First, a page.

The stock of copper on the exchange, which reached 180,000 tons as of May, fell to 84,300 tons as of the 12th. Goldman Sachs predicted that copper prices will rise to $9,750 per ton as demand for metals is increasing mainly in China, while supply volume is falling short.
This year, copper prices have fallen to the $7,100-per-ton level since June as the economy has entered a recession in the wake of the U.S. Federal Reserve’s interest rate hike and China’s zero-corona policy. However, it surpassed the $8,500 mark for the first time in six months on the 11th of last month as the recent decline in inflation predicted that the Fed would start controlling the pace of interest rate rise.
Nickel, one of the important mineral resources, has mixed price forecasts for next year. Nickel, which was traded at the 20,000-dollar level earlier this year, jumped 66% in one day on March 7 in the aftermath of the Russia-Ukraine war, surpassing the 40,000-dollar level. Since then, nickel prices, which fell to 19,100 dollars in July, have risen again due to supply shortages, trading at 29,310 dollars per ton on the 12th.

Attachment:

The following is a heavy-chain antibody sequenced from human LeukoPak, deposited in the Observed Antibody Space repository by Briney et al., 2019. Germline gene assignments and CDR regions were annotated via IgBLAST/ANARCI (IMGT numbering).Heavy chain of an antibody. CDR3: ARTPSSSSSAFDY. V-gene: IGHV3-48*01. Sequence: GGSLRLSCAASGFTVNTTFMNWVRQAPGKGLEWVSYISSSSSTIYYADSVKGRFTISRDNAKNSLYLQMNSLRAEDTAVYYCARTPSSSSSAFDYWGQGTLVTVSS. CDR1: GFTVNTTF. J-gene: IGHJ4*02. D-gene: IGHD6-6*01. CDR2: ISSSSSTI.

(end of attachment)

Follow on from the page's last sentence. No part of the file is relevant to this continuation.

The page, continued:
Following this trend, nickel prices are also expected to rise next year. This is because China’s easing of “Zero COVID” could increase China’s demand for industrial metals. Wallet Investor, an algorithm-based price prediction site, predicted that next year’s nickel price will continue to soar to $33,95, and $51,778 after 2027.
On the other hand, some predict that the price increase will be dampened by the expansion of supply from major producers such as Indonesia. Indonesia, which accounts for 40 percent of total nickel production, has banned nickel raw ore exports to boost its industry. Credit rating agency Fitch predicted that nickel prices will fall to $20,000 per ton next year, $17,000 in 2024, and $15,000 after 2025, due to Indonesia’s increased production.